'66 nova SS
Stepping Away From The Box
We're suckers for these Novas, you bet. Look great from any angle and when it flaunts shady blue paint accented by ghost flames, its double-killer, dudes. Jim Noel infused his with a Pro Touring ethic because he wanted a good all-around ride, not one that just smoked the tires but could suck up a tight curve in style. He gave it a good, reliable, easy-driving constitution, something to bring joy rather than frustration. It has a ZZ4 crate motor (355 hp/405 lb-ft of torque) backed by a 200-4R overdrive and a 9-inch twisting 3.73:1 gears. That it's an original SS sweetens the whole deal. Jim's traveled to shows state-wide and claims there is a paucity of this particular sheetmetal. Hang on to this one Jim, please. He spiffed it up with Coy 17x8 wheels all the way around and tended the needy stock suspension with a CPP rack steering, tubular upper and lower control arms, and adjustable coilovers in front. He mounted disc brakes all around so that repeated, positive braking isn't an issue. Though Jim's still rounding up the parts, in a couple of months, a fully polished Tuned Port Injection system will be feeding the 350.
'83 El Camino
Copperas Cove, TX
There's a lot to be said for a two-seater with a mammoth trunk and the intimacy of a roadster cockpit juxtaposed with outstanding practicality (or 50 cases of grog). For some, it represents the perfect daily ride. For others it's an inexpensive way to stand out in a sea of sedans. Whatever the case, Harald needed reliable, repeatable performance, as if his job depended on it. So he built a car with some significant improvements. The most obvious improvement is a cowl hood painted to match the year-old coating. Harald finished off the upholstery and laid up a new headliner, too. The Elky's 350 was rebuilt with an IROC camshaft and corresponding TPI fuel injection. The drivetrain was simple: Harald gathered up a 700-R4 and some 3.42:1 gears for the 10-bolt. He stripped the clearcoat from the '77 Corvette wheels and simply polished the aluminum that was left. The bed was covered with a color-matched urethane spray and Harald closed up the tub with a Craftech cover. He swapped the rear bumper for a roll pan and illuminated it with sequential LED taillights. Weldon: "Did I mention this is not a trailer queen but a driver that takes me to work."
Not Going To Home Depot
Pete likes to have fun, like running mid 10s at 127 mph. He built a 355-incher from a Dart Little M block, Callies crankshaft, 5.700-inch Eagle H-beams, and Wiseco 14.5:1 pistons. A Comp Cams 0.630/0.630-inch solid-roller is connected the crank via a Comp timing belt. He set up the top of the engine with 64cc Canfield heads and a Victor Jr. intake set upon by a Demon 950-cfm carb. Flame for combustion is issued by an MSD distributor and a 6AL box. Pete worked the front with Belltech 2-inch drop spindles, tubular upper and lower control arms, 1-inch drop coils, and 90/10 Lakewood shocks. The 12-bolt axle jammed with Richmond 5.56:1 cogs and is secured by Competition Engineering ladder bars and QA1 coilover shocks. The drivetrain includes a stout stall converter and a Turbo 400 transmission. Weld Wheels all around, 15x3.5s in front and monstrous 15x15s chocked by 31x14 Hoosiers at the back door. Disc brakes stand in all corners. A one-piece Unlimited fiberglass nose, Harwood 'glass doors, and Lexan windows lighten everything up. Inside the cabin is a 14-point rollcage with little more than the six-point harness and Auto Meter gauges for vitals. Pete, how high can you get those front wheels?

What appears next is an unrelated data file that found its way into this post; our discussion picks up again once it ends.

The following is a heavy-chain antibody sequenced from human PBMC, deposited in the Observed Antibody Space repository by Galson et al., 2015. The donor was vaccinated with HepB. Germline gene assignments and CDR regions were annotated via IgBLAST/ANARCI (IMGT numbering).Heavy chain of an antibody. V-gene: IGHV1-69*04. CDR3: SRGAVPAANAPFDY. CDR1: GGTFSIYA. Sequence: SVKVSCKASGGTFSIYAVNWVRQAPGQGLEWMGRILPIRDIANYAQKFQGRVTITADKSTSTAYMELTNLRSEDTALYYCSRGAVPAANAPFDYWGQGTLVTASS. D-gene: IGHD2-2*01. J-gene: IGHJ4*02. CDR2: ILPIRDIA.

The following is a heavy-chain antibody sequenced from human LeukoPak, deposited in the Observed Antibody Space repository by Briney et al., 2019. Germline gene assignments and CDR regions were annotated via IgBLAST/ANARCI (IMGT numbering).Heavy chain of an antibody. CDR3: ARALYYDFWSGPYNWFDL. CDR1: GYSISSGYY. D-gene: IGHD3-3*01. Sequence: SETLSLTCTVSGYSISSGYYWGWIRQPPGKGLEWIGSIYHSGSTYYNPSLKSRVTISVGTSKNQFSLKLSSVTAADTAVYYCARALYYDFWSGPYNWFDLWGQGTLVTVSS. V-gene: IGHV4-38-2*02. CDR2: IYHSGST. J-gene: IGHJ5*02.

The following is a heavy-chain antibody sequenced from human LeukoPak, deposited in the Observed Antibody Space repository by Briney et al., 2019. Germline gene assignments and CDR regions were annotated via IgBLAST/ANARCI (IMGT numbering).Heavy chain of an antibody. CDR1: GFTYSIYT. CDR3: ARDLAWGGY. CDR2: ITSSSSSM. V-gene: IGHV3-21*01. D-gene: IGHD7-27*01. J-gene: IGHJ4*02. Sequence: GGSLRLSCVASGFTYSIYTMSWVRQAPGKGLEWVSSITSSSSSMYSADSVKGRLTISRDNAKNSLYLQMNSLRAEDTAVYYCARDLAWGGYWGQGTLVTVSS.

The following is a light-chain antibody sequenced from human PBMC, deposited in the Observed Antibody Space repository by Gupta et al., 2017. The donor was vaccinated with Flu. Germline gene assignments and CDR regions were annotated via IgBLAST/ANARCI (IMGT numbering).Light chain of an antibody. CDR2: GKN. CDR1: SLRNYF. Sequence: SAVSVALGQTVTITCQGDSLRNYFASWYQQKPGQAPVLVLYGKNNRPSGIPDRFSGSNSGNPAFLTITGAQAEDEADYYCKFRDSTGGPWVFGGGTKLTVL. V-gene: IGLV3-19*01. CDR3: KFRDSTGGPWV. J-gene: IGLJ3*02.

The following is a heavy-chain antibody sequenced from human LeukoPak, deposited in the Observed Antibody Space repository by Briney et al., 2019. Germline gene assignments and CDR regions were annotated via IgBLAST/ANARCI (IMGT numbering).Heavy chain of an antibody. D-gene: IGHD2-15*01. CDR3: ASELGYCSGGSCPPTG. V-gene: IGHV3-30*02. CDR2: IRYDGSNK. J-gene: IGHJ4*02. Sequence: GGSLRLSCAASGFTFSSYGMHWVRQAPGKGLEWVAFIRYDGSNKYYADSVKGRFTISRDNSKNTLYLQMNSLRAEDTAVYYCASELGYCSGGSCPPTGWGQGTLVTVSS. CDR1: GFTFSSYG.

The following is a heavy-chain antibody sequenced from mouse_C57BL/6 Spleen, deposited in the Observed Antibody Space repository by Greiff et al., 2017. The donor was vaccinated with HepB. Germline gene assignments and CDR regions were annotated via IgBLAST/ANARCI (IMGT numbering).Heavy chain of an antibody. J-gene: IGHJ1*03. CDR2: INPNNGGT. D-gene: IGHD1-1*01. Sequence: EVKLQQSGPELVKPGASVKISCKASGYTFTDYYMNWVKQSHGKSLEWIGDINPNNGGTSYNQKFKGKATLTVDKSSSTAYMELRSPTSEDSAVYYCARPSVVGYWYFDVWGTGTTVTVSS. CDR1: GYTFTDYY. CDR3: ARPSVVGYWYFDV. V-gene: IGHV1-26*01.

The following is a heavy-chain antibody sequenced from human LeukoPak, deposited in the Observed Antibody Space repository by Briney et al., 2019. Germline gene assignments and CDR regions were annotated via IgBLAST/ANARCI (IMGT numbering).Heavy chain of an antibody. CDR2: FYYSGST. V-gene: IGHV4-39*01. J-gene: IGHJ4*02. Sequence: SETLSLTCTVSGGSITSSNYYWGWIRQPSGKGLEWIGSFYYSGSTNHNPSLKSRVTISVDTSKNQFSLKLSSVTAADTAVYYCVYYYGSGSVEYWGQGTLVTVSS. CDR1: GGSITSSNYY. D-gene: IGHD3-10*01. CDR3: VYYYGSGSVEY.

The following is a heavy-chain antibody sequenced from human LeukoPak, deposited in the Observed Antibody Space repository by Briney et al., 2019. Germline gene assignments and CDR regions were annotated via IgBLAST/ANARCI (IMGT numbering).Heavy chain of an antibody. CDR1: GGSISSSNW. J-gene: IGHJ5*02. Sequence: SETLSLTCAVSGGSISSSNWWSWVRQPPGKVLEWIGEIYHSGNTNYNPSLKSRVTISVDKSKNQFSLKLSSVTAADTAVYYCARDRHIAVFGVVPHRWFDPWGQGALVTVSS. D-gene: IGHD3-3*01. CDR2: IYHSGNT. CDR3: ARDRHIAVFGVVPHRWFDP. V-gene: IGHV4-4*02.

Little Duece Coupe
Tim got the itch, got on Craig's List, and began to scratch with a vengeance. No telling what the Nova looked like when he took possession but according to Tim, he reduced the body to a shell and rubbed the metal naked. While it could be the beginning of a Pro Touring art form, we think that the project might have gotten out of hand early on. He fortified his Deuce with a TCI tubular front clip and coilover shocks, subframe connectors, and a Currie 9 hung with four-link rear suspension and propped by another pair of coilovers. The entire undercarriage was powdercoated. In the engine compartment, a brand-new LS3 cranks out 525 hp. Tim didn't discuss the type of transmission in the Nova, but it does have a safety loop and an aluminum driveshaft. He put big Wilwood discs at each corner, ran stainless mufflers, and a stainless steel fuel cell (filler behind license plate). That intriguing two-tone overcoat is '03 Chevrolet Anniversary Red and '08 Champagne Beige, set off quite nicely by flashy Foose wheels.
'66 El Camino
Bet you that somewhere on this piece is a "Lil' Devil" tattoo, right? This half-truck seems to have a mind of its own, too. No badges, very little chrome, tough DP-40 primer instead of some lustrous lounge lizard $200-per-gallon paint, door handles fell off, and dig that old timey hot rod mirror hangin' off the driprail. Tracy Thomas' Elky has definitely got a rat rod vibe going on. But this Camino ain't no sweetheart. You can tell by the top of the air cleaner that's trying to get all the way out of the engine compartment. Not much in the way of creature comforts, either, so we suspect that this primered predator might be a frequent attendee of the Midnight Drags. It's built like a drag racer, beginning with its 406 small-block that runs Edelbrock E-Tec 200 cylinder heads, a Comp hydraulic roller, MSD spark-making equipment, and a Quick Fuel-prepped 750 carburetor. Tracy backed it all up with a Super T-10 four-speed, Centerforce clutch, and a 9-inch with a Detroit Locker differential and 3.55:1 cogs. Tracy's mighty Camino looks the part with Weld Rodlite alloys and BFG rollers.